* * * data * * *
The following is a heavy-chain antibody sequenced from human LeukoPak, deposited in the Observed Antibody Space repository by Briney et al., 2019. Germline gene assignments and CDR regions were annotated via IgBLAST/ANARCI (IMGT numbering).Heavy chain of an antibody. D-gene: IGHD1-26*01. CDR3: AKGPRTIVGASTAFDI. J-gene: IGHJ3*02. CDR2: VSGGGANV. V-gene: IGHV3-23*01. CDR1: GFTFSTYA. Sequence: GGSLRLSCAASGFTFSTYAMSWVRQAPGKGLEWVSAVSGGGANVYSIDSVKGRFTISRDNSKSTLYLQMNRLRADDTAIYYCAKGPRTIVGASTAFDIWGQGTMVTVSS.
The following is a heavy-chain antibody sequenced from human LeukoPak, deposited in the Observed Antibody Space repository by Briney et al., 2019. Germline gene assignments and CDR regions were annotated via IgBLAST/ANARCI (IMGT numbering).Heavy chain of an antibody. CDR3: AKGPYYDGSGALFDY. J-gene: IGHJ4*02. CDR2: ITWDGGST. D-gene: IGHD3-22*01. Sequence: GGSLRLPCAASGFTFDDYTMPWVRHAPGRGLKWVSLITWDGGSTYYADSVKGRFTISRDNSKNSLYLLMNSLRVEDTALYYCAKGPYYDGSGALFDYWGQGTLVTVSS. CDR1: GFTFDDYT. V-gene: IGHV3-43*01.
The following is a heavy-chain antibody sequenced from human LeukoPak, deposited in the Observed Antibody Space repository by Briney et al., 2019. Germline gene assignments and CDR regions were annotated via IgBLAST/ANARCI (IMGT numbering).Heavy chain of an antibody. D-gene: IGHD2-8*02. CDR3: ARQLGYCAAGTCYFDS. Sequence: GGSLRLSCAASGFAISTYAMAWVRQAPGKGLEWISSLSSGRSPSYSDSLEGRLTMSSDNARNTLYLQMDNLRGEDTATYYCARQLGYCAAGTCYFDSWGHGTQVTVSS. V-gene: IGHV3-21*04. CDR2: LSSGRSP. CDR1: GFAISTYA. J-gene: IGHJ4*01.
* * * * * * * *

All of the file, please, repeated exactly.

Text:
The following is a heavy-chain antibody sequenced from human LeukoPak, deposited in the Observed Antibody Space repository by Briney et al., 2019. Germline gene assignments and CDR regions were annotated via IgBLAST/ANARCI (IMGT numbering).Heavy chain of an antibody. D-gene: IGHD1-26*01. CDR3: AKGPRTIVGASTAFDI. J-gene: IGHJ3*02. CDR2: VSGGGANV. V-gene: IGHV3-23*01. CDR1: GFTFSTYA. Sequence: GGSLRLSCAASGFTFSTYAMSWVRQAPGKGLEWVSAVSGGGANVYSIDSVKGRFTISRDNSKSTLYLQMNRLRADDTAIYYCAKGPRTIVGASTAFDIWGQGTMVTVSS.
The following is a heavy-chain antibody sequenced from human LeukoPak, deposited in the Observed Antibody Space repository by Briney et al., 2019. Germline gene assignments and CDR regions were annotated via IgBLAST/ANARCI (IMGT numbering).Heavy chain of an antibody. CDR3: AKGPYYDGSGALFDY. J-gene: IGHJ4*02. CDR2: ITWDGGST. D-gene: IGHD3-22*01. Sequence: GGSLRLPCAASGFTFDDYTMPWVRHAPGRGLKWVSLITWDGGSTYYADSVKGRFTISRDNSKNSLYLLMNSLRVEDTALYYCAKGPYYDGSGALFDYWGQGTLVTVSS. CDR1: GFTFDDYT. V-gene: IGHV3-43*01.
The following is a heavy-chain antibody sequenced from human LeukoPak, deposited in the Observed Antibody Space repository by Briney et al., 2019. Germline gene assignments and CDR regions were annotated via IgBLAST/ANARCI (IMGT numbering).Heavy chain of an antibody. D-gene: IGHD2-8*02. CDR3: ARQLGYCAAGTCYFDS. Sequence: GGSLRLSCAASGFAISTYAMAWVRQAPGKGLEWISSLSSGRSPSYSDSLEGRLTMSSDNARNTLYLQMDNLRGEDTATYYCARQLGYCAAGTCYFDSWGHGTQVTVSS. V-gene: IGHV3-21*04. CDR2: LSSGRSP. CDR1: GFAISTYA. J-gene: IGHJ4*01.